IP NAT Compatibility Issues and Special Handling Requirements
In a perfect world, Network Address Translation could be made transparent to the devices using it. We'd like to be able to have a NAT router change IP addresses in request datagrams as they leave the network and change them back in responses that come back and have none of the hosts be any the wiser. Unfortunately, this ain't a perfect world.
It is not possible for NAT to be completely transparent to the devices that use it. There are potential compatibility problems that arise if NAT doesn't perform certain functions that go beyond simply swapping IP addresses and possibly port numbers in the IP header. The main problem is that even though IP addresses are supposedly the domain of the Internet Protocol, they are really used by other protocols as well, both at the network layer and in higher layers. When NAT changes the IP address in an IP datagram, it must often also change addresses in other places to make sure that the addresses in various headers and payloads still match.
These compatibility issues require that even though NAT should theoretically work only at the level of IP at the network layer, in practical terms NAT routers must be aware of many more protocols and perform special operations as required. Some are required for all datagrams that are translated, while others only apply to certain datagrams and not others. And even when these techniques are added to NAT routers, some things still may not work properly in a NAT environment.
Most NAT implementations do take these concerns into account. Certainly common applications like FTP are widely supported by NAT routers, or nobody would want to use NAT. That said, there may be some applications that will not work over NAT. The fact that NAT really isn't transparent and must do these extra sorts of hacks to other protocol headers and even payloads is a big part of the reason why many people refer to NAT as a kludge; elegant solutions don't have so many special cases that need special handling.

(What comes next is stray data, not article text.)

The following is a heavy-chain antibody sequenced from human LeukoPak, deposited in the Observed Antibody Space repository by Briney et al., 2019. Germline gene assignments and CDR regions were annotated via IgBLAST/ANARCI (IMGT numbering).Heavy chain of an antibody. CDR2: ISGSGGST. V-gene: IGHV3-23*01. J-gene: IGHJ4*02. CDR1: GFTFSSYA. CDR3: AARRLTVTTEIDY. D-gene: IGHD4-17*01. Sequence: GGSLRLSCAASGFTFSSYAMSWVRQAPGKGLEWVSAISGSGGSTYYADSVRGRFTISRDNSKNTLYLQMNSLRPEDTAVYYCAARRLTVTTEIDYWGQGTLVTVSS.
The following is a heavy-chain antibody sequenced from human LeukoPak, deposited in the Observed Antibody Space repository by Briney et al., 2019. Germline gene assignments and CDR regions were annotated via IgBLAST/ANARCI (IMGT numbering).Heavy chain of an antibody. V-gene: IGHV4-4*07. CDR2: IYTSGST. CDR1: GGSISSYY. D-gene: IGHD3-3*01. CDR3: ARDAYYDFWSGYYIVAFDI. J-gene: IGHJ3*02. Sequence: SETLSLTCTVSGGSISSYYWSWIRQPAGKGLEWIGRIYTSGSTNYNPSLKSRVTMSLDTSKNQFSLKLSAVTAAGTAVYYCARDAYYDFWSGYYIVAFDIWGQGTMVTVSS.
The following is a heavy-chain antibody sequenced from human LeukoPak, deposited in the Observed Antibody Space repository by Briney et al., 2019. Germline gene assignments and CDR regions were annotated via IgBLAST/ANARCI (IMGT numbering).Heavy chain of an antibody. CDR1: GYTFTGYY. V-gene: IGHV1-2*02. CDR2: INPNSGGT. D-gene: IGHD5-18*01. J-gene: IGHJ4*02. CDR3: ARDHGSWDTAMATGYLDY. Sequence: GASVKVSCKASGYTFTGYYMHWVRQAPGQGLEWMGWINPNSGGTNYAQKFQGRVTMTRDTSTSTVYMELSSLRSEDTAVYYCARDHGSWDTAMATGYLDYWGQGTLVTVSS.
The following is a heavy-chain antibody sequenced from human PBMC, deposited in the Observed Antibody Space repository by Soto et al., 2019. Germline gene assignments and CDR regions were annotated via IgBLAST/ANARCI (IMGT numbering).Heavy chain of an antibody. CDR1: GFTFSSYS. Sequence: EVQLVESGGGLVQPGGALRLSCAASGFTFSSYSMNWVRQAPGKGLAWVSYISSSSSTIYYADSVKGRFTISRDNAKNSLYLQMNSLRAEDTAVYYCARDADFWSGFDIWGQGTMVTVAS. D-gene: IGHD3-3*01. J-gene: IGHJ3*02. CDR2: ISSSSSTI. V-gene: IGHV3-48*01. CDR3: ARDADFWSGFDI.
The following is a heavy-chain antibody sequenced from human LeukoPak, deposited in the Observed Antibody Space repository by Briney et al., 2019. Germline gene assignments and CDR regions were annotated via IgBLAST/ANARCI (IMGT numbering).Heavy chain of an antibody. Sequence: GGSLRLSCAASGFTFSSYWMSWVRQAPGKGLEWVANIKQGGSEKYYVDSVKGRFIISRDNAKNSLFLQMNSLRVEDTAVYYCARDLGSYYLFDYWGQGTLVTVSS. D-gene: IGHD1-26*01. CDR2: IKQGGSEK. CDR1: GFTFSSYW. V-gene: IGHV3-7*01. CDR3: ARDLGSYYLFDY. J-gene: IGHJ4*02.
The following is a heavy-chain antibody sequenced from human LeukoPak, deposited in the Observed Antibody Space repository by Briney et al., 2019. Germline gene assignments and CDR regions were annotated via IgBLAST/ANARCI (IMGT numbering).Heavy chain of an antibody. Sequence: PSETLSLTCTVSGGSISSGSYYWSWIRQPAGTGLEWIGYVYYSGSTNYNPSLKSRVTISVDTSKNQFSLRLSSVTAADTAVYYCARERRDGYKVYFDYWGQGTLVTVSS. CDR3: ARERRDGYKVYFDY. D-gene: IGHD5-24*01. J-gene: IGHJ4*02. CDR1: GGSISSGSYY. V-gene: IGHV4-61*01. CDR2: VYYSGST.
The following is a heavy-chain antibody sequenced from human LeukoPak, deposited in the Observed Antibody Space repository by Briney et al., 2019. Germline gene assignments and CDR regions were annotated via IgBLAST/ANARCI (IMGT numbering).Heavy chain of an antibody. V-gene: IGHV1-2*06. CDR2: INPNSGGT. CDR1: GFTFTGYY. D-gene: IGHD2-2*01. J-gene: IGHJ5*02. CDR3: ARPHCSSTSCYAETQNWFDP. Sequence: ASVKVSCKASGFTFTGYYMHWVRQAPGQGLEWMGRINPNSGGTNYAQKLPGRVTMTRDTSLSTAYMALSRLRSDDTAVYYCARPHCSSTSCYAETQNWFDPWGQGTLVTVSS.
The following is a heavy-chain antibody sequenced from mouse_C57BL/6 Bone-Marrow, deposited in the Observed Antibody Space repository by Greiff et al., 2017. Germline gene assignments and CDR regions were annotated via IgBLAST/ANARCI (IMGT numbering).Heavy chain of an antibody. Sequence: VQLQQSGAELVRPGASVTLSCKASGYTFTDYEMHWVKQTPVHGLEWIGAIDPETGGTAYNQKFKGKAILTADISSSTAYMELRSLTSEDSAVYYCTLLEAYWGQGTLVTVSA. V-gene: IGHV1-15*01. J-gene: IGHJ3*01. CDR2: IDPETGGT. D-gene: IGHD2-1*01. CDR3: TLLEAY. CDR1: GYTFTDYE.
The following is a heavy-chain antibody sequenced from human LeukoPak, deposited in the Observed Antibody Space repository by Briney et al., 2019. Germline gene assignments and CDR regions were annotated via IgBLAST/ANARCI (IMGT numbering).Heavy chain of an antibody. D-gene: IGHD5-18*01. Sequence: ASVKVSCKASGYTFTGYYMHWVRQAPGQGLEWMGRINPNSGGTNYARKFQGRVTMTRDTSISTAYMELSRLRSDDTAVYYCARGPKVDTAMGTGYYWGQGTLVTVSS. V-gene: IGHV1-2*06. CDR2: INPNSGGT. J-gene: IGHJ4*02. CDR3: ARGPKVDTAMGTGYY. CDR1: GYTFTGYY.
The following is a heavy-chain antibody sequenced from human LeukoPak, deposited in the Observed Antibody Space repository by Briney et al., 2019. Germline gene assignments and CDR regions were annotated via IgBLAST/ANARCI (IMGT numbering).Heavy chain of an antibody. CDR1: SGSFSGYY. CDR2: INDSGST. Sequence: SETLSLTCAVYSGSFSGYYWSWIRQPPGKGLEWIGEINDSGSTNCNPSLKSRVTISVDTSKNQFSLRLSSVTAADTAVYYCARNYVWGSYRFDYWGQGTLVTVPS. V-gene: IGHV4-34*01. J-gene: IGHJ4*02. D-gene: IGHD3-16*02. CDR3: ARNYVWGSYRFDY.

Let's take a look at some of the specific issues and requirements.
Changing the IP addresses in the IP header means the IP header checksum must be calculated. Since both UDP or TCP also have checksums, and these checksums are computed over a pseudo header that contains the IP source and destination address as well, they too must be recalculated each time a translation is made.
Since NAT works so intimately with IP headers, and since IP is closely related to its assistant protocol ICMP, NAT must also look for certain ICMP messages and make changes to addresses contained within them. Many ICMP messages, such as Destination Unreachable and Parameter Problem contain as data the original IP header of the datagram that led to the ICMP message. Since NAT is translating addresses in IP headers it must watch for these messages and translate addresses in included headers as required.
A number of TCP/IP applications embed IP addresses within the actual application data payload. The most notorious example of this is the TCP/IP File Transfer Protocol (FTP), which actually sends address and port assignments as text information in datagrams between devices during a connection. In order for NAT to support FTP, it must be specifically programmed with algorithms to look for this information and make changes as needed.
The level of complication can go even beyond this. Consider what happens when an FTP message containing these text address or port numbers is fragmentedpart of the address to be translated may be in two different IP datagrams, and hard to recognize!
When port-based NAT (PAT) is used, the issues that apply to addresses now apply to ports as well, making even more work for the router to perform.
Take the example of an FTP datagram encoding an IP address that NAT must change. The address being substituted might require more characters than the original; in our first example, 10.0.0.207 (10 ASCII characters) is replaced by 18.104.22.168 (12 ASCII characters). Making this substitution changes the size of the payload! This means that TCP sequence numbers also must be modified.
In these situations, NAT itself is supposed to take care of any additional work that may be required. This is definitely a complication that does not occur without the use of NAT, and is an often-cited example of NATs kludginess.
When IPSec is used in transport mode, both the Authentication Header (AH) and Encapsulating Security Payload (ESP) protocols use an integrity check that is based on the value of the entire payload. When NAT tries to update the TCP or UDP checksum in the IP datagram, this changes the value of data that the receiving device uses in performing the AH or ESP integrity check. The check will fail. Thus, NAT can't be used in IPSec transport mode. It may still work in tunnel mode but there can be complications here as well.
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Version 3.0 - Version Date: September 20, 2005
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